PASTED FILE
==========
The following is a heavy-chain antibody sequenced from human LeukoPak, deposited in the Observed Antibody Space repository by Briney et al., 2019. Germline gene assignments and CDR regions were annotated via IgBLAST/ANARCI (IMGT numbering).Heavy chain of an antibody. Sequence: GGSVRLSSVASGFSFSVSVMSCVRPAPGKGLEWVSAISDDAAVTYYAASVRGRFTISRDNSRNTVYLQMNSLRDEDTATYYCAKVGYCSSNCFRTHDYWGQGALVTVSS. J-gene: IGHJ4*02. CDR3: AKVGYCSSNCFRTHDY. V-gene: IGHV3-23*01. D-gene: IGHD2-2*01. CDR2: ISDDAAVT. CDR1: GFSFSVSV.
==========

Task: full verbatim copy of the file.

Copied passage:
The following is a heavy-chain antibody sequenced from human LeukoPak, deposited in the Observed Antibody Space repository by Briney et al., 2019. Germline gene assignments and CDR regions were annotated via IgBLAST/ANARCI (IMGT numbering).Heavy chain of an antibody. Sequence: GGSVRLSSVASGFSFSVSVMSCVRPAPGKGLEWVSAISDDAAVTYYAASVRGRFTISRDNSRNTVYLQMNSLRDEDTATYYCAKVGYCSSNCFRTHDYWGQGALVTVSS. J-gene: IGHJ4*02. CDR3: AKVGYCSSNCFRTHDY. V-gene: IGHV3-23*01. D-gene: IGHD2-2*01. CDR2: ISDDAAVT. CDR1: GFSFSVSV.